High Oil Prices Spell Trouble for European Refineries as Analysts Ponder if OPEC Cutback Deal is Working Too Well
IEA's Birol is confident that rising output will help push down oil prices. File Image / Pixabay
The high crude prices that so many analysts once hoped could be achieved by the Organization of the Petroleum Exporting Countries (OPEC) production cutbacks are said to be causing more headaches, this time for European refiners whose margins fell last week to $1.14 per barrel, the lowest level in three years, according to Barclays.
Barclays reported that fuel oil demand is being compromised as crude rises, and hydroskimming refineries are particularly vulnerable to the slump because they are less able than complex refiners to convert fuel oil into diesel or gasoline.
Moreover, Bloomberg data shows that high imports of fuels like diesel from the Middle East are also impacting European refining profits, and shipments of fuels are expected to rise in January to the highest in at least a year.
Ed Morse, head of commodities research, Citigroup Inc.
There could be an agreement on ramping production back up over the summer
Unsurprisingly, as crude continued to make gains on Wednesday, more talk from the experts focused on the premise that OPEC has done its job too well by boosting prices and thus encouraging even more U.S. shale growth - and that therefore the cartel will surely change course with regards to its cutbacks.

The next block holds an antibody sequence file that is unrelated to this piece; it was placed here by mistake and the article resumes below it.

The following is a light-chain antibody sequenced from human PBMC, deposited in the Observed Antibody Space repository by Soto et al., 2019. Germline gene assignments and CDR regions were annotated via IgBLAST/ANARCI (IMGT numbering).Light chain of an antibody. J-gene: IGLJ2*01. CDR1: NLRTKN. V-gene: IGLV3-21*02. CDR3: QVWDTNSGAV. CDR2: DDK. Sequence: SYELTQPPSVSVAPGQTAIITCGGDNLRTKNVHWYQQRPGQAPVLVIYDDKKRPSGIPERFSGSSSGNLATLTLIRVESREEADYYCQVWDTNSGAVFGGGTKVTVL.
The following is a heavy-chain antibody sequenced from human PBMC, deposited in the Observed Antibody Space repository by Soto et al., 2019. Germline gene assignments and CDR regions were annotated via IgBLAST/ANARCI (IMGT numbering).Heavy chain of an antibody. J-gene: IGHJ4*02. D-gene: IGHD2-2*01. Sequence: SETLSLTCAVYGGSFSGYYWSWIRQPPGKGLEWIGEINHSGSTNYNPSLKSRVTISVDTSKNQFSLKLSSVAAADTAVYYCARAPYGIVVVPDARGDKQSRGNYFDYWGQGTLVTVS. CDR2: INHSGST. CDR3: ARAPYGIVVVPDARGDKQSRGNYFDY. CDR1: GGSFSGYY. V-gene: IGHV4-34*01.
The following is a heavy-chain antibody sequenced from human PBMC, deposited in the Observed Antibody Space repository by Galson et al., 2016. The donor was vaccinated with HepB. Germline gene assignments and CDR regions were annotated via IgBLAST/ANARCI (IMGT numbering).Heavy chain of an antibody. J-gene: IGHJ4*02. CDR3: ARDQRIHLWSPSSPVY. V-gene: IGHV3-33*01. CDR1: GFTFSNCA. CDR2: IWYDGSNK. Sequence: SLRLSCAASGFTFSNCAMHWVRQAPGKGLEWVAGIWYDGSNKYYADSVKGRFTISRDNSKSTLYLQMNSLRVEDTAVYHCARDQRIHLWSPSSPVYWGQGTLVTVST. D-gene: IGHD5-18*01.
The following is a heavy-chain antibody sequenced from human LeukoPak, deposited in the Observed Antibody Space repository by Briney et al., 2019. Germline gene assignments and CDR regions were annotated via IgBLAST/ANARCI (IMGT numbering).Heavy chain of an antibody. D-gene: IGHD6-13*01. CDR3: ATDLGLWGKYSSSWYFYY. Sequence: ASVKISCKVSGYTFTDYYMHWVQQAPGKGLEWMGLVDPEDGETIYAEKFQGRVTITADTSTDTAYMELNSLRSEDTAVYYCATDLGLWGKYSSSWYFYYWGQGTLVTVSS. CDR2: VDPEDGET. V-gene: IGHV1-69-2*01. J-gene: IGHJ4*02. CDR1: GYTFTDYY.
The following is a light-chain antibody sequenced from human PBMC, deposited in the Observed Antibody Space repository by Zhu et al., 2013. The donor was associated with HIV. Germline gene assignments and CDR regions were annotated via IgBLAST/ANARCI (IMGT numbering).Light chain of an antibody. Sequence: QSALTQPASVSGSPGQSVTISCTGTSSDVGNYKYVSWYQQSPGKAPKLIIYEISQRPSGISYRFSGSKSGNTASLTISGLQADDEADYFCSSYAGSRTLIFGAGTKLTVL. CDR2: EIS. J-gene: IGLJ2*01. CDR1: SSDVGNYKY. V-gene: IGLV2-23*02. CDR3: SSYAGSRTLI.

This was the contention of Ed Morse, head of commodities research at Citigroup Inc., who noted that "OPEC are fearful of not only the shale response, but of deep water and of oil sands from Canada"; he added that "There could be an agreement on ramping production back up over the summer."
Fatih Birol, executive director for the International Energy Agency, told Bloomberg television that "the United States will be the number one country in terms of oil production...and in terms of natural gas production."
But he went on to state the familiar argument that OPEC contributing to the higher prices is encouraging greater U.S. production, which in turn will "push down the prices."
In this light, it's difficult to determine why Morse would worry about OPEC ending its cutbacks prematurely, especially considering Citigroup as well as Societe Generale have both predicted that the pressure to change strategy is likely to ease in coming weeks as oil prices retreat due to the need for winter fuel abating and hedge funds taking profit from the current rally.
And if a market correction is inevitable, it's even harder to understand why media is portraying many OPEC members and non-members as pleading with the cartel to maintain course with regards to its reduction strategy - especially when nobody has indicated it will pull out prematurely.
Earlier this week, Alexander Novak, energy minister for Russia, was portrayed as being the latest to jump on this bandwagon: he was quoted on the sidelines of a conference as saying, "Right now, I think the agreement must continue and not react to momentary, passing changes."